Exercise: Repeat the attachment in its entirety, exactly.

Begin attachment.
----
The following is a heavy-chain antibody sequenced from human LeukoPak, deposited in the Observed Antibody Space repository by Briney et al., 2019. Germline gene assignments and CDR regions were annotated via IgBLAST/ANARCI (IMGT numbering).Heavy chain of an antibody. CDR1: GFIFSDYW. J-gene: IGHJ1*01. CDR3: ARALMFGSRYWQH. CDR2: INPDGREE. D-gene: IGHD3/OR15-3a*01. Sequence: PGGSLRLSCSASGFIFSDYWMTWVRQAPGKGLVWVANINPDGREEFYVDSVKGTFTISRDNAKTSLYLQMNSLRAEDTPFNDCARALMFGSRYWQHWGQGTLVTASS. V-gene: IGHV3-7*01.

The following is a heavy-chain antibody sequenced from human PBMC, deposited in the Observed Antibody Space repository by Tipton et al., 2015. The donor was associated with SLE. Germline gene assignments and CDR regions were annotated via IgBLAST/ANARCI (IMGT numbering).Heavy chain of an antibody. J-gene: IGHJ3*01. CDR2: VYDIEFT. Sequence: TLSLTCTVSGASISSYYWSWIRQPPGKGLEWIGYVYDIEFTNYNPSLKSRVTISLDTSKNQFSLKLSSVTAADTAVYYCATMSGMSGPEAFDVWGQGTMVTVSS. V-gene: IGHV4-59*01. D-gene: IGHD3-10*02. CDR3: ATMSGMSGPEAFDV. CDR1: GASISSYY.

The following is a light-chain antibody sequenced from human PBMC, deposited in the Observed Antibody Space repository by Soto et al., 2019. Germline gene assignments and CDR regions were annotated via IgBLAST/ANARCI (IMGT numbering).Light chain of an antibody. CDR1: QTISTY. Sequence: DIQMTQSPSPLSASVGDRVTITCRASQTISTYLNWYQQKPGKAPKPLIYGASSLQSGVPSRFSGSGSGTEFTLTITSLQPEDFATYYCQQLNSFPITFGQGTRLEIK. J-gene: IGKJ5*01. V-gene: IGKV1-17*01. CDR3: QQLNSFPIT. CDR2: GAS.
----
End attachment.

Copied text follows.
The following is a heavy-chain antibody sequenced from human LeukoPak, deposited in the Observed Antibody Space repository by Briney et al., 2019. Germline gene assignments and CDR regions were annotated via IgBLAST/ANARCI (IMGT numbering).Heavy chain of an antibody. CDR1: GFIFSDYW. J-gene: IGHJ1*01. CDR3: ARALMFGSRYWQH. CDR2: INPDGREE. D-gene: IGHD3/OR15-3a*01. Sequence: PGGSLRLSCSASGFIFSDYWMTWVRQAPGKGLVWVANINPDGREEFYVDSVKGTFTISRDNAKTSLYLQMNSLRAEDTPFNDCARALMFGSRYWQHWGQGTLVTASS. V-gene: IGHV3-7*01.

The following is a heavy-chain antibody sequenced from human PBMC, deposited in the Observed Antibody Space repository by Tipton et al., 2015. The donor was associated with SLE. Germline gene assignments and CDR regions were annotated via IgBLAST/ANARCI (IMGT numbering).Heavy chain of an antibody. J-gene: IGHJ3*01. CDR2: VYDIEFT. Sequence: TLSLTCTVSGASISSYYWSWIRQPPGKGLEWIGYVYDIEFTNYNPSLKSRVTISLDTSKNQFSLKLSSVTAADTAVYYCATMSGMSGPEAFDVWGQGTMVTVSS. V-gene: IGHV4-59*01. D-gene: IGHD3-10*02. CDR3: ATMSGMSGPEAFDV. CDR1: GASISSYY.

The following is a light-chain antibody sequenced from human PBMC, deposited in the Observed Antibody Space repository by Soto et al., 2019. Germline gene assignments and CDR regions were annotated via IgBLAST/ANARCI (IMGT numbering).Light chain of an antibody. CDR1: QTISTY. Sequence: DIQMTQSPSPLSASVGDRVTITCRASQTISTYLNWYQQKPGKAPKPLIYGASSLQSGVPSRFSGSGSGTEFTLTITSLQPEDFATYYCQQLNSFPITFGQGTRLEIK. J-gene: IGKJ5*01. V-gene: IGKV1-17*01. CDR3: QQLNSFPIT. CDR2: GAS.